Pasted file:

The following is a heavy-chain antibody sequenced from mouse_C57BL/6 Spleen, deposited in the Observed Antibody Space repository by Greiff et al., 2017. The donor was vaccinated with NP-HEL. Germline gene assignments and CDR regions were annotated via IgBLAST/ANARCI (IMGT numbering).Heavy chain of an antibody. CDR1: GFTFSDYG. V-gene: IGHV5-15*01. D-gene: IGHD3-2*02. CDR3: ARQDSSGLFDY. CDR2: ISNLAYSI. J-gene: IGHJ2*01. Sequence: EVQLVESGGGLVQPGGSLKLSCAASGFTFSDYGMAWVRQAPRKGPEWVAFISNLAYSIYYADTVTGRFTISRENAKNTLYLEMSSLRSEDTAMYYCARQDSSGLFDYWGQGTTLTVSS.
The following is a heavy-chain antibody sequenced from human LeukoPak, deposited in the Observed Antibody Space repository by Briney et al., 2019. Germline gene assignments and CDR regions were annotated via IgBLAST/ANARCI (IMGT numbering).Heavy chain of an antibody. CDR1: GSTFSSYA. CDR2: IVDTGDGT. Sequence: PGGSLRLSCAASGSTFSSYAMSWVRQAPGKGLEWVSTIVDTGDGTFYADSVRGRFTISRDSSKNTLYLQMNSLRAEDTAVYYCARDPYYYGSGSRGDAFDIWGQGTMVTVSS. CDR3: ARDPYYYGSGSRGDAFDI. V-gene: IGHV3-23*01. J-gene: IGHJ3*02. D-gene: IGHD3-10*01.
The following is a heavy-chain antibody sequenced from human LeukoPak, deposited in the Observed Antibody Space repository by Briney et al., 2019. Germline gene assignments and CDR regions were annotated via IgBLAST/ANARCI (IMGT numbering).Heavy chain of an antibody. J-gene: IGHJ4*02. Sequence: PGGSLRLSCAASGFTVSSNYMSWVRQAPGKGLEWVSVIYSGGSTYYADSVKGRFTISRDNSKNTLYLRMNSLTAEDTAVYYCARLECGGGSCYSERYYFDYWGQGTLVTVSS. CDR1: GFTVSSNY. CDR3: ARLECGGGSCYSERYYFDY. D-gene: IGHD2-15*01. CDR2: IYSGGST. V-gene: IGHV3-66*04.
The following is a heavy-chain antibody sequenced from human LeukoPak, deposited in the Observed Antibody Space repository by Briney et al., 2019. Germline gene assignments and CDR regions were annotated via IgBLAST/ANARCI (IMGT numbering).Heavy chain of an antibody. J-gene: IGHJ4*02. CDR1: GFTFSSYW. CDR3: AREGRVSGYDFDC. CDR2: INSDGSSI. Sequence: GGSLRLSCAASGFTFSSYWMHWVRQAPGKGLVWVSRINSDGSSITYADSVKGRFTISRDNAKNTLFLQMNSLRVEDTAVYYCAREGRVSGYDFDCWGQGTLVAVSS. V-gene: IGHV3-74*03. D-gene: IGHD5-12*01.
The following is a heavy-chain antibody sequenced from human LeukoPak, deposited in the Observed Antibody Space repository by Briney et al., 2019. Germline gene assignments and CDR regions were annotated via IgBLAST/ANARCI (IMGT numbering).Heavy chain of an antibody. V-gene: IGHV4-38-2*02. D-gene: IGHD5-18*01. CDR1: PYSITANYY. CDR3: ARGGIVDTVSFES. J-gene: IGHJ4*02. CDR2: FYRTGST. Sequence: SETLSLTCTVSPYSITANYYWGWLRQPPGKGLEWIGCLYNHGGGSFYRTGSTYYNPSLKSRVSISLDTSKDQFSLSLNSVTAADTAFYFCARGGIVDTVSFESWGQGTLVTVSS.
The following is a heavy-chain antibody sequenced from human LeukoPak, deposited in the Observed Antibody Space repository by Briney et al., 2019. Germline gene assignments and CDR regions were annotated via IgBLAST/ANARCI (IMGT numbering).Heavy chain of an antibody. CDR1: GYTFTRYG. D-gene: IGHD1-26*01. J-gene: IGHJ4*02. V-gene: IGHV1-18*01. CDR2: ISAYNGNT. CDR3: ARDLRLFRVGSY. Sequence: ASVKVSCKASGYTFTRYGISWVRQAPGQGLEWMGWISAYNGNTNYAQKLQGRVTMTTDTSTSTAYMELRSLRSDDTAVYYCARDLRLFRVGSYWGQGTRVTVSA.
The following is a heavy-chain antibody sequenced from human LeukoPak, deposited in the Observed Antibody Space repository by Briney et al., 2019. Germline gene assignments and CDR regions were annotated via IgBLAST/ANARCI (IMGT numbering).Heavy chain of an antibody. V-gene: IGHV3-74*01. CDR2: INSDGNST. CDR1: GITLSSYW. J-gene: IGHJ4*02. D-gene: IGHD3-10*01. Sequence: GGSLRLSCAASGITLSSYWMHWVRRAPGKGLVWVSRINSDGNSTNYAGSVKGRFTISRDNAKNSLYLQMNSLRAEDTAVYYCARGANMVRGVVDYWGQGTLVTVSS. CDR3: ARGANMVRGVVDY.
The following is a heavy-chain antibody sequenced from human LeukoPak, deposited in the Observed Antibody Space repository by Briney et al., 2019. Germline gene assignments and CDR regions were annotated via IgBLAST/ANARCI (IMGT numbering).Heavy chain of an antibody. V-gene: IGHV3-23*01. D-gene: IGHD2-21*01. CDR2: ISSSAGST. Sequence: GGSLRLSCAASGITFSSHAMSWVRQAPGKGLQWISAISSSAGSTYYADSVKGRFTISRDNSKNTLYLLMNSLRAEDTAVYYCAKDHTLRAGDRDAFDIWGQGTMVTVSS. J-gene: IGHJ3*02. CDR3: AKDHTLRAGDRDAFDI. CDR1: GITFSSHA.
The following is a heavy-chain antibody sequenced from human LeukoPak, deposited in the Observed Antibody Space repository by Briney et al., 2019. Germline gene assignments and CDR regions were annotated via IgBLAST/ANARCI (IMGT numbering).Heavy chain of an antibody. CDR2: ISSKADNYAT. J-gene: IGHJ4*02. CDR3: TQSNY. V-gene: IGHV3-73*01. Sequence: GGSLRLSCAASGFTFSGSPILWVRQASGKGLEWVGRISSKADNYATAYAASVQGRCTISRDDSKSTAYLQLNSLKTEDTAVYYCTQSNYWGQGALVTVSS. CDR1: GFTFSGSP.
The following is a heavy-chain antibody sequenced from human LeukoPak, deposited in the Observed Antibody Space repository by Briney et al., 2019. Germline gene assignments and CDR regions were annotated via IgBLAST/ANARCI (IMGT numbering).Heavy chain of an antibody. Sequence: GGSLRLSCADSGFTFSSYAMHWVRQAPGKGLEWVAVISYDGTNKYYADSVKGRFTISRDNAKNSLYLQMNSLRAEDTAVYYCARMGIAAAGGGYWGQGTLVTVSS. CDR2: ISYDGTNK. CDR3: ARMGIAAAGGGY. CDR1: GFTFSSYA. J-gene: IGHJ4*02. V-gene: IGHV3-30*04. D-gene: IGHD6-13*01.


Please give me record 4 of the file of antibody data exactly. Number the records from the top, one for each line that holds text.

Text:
The following is a heavy-chain antibody sequenced from human LeukoPak, deposited in the Observed Antibody Space repository by Briney et al., 2019. Germline gene assignments and CDR regions were annotated via IgBLAST/ANARCI (IMGT numbering).Heavy chain of an antibody. J-gene: IGHJ4*02. CDR1: GFTFSSYW. CDR3: AREGRVSGYDFDC. CDR2: INSDGSSI. Sequence: GGSLRLSCAASGFTFSSYWMHWVRQAPGKGLVWVSRINSDGSSITYADSVKGRFTISRDNAKNTLFLQMNSLRVEDTAVYYCAREGRVSGYDFDCWGQGTLVAVSS. V-gene: IGHV3-74*03. D-gene: IGHD5-12*01.